Big things come in small packages

Barnes finds new lifestyle in tiny home


Yash Ravula

Coppell High school astronomy and earth space and space science teacher Angela Barnes in her tiny home’s kitchen, on Feb 2. Barnes has been living in her new home for about nine months to be more energy-efficient and reduce her carbon footprint.

Claire Clements, Executive Editorial Page Editor

You step inside your house, drop your backpack and head to your bedroom, ready to escape into the comfort of your bed. For average people, it might take a minute to get to their room, maybe a little less. 

For Coppell High School astronomy and earth & space science teacher Angela Barnes, it takes only a couple seconds to travel through her tiny home, which she has been living in since July 2019. 

“It all started when those TV shows and other media came out showing the tiny house trend and it was something I was interested in because I am really into living sustainably,” Barnes said. “To be honest, I’m not from Dallas and there’s a part of me that just had a problem buying a house here and permanently settling here, and to buy a house that’s on wheels just made more sense for me.”

Tiny houses are commonly defined as a house ranging from 100 to 400 square feet. In recent years, with the sustainability movement growing traction, so have tiny houses, with tiny houses being naturally green. According to the National Association of Homebuilders, more than 53% of Americans would consider living in a tiny house. An estimate of 10,000 tiny houses are currently the United States and in 2017, sales of tiny houses increased by 67%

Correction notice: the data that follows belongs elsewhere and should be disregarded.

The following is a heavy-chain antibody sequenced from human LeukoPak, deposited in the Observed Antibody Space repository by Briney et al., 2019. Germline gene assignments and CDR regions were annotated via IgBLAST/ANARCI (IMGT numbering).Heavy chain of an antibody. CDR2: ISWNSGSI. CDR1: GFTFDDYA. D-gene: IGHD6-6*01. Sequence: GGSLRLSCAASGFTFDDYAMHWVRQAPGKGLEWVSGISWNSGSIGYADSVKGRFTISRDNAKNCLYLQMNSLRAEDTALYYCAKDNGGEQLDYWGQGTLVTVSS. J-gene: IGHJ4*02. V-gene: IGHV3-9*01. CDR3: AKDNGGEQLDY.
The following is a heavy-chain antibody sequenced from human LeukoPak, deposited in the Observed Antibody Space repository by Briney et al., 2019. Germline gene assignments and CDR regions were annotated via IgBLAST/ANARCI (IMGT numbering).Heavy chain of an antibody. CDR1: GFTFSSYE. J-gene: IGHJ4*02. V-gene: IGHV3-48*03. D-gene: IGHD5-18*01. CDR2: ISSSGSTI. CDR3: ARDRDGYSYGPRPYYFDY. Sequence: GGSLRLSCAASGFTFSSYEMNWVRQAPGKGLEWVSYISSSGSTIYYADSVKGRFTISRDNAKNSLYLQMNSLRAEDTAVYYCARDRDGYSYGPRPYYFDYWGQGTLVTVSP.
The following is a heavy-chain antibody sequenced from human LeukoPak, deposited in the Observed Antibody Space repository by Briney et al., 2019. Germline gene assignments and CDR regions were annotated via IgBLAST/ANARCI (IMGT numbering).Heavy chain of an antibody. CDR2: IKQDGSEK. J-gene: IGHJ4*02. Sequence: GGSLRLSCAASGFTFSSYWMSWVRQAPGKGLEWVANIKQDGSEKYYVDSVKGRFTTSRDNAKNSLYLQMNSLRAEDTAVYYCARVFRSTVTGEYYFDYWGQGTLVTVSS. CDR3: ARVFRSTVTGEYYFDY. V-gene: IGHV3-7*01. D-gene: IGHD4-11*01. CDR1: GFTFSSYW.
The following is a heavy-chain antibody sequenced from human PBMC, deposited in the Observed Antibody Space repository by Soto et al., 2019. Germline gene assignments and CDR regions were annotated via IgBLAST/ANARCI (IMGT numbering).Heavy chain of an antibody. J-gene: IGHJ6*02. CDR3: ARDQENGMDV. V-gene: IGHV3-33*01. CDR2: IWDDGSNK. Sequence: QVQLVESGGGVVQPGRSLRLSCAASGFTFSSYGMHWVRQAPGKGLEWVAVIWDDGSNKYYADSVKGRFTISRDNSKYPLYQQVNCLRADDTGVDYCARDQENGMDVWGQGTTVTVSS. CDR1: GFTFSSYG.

The reasons for this choice vary, but commonly cited is that they reduce carbon impact, foster a more minimalist lifestyle and lower cost. 

“I knew having a tiny house and a smaller footprint would, for financial reasons, be more beneficial,” said neighbor Carl Pigg, who also lives in a tiny house. 

Energy and water consumption are significantly less in a tiny home, leading to both lowering one’s bills and helping the climate. 

For Barnes, the transition to a tiny house came as a transition to a new life. 

“I went from being married and living in a large four-bedroom house with a pool and gameroom, [to] post-divorce, moved to a one-bedroom apartment, which, after a few years I realized was even too much space for just me, and I ended up having things I didn’t use and closets full of stuff,” Barnes said. “I started seeing tiny houses on my way to work in an RV park and I thought, ‘Oh, I want to live there too.’” 

A lot of people assume living in a tiny house can induce claustrophobia or be uncomfortable, but many tiny house owners disagree. 

“One of the misconceptions of a tiny house is that people always [say], ‘Oh, you can live in a small space because you’re going to spend so much time outdoors,’ but I love being in my house,” Barnes’ neighbor Erica Jawett Hirst said. “It’s very comfortable, and I love coming home and being with my dogs. I don’t ever feel like I’m claustrophobic here.” 

The only challenge Barnes faces is adjusting to hosting friends. 

“I’d love to build a deck off the side so I have some space when I have people over, because it’s been a little bit challenging having more than one or two people at a time, [and] I like to entertain,” Barnes said. 

The best aspect of her home for Barnes is the liberty it provides her. 

“I love it,” Barnes said. “It’s so organized and tiny and really modern-looking and I’m very comfortable in it, I feel safe in it. Everything I own has a place, and for me, it’s just perfect. I don’t need anything more. [Living in a tiny house] gives me stability and also some freedom,  too.” 

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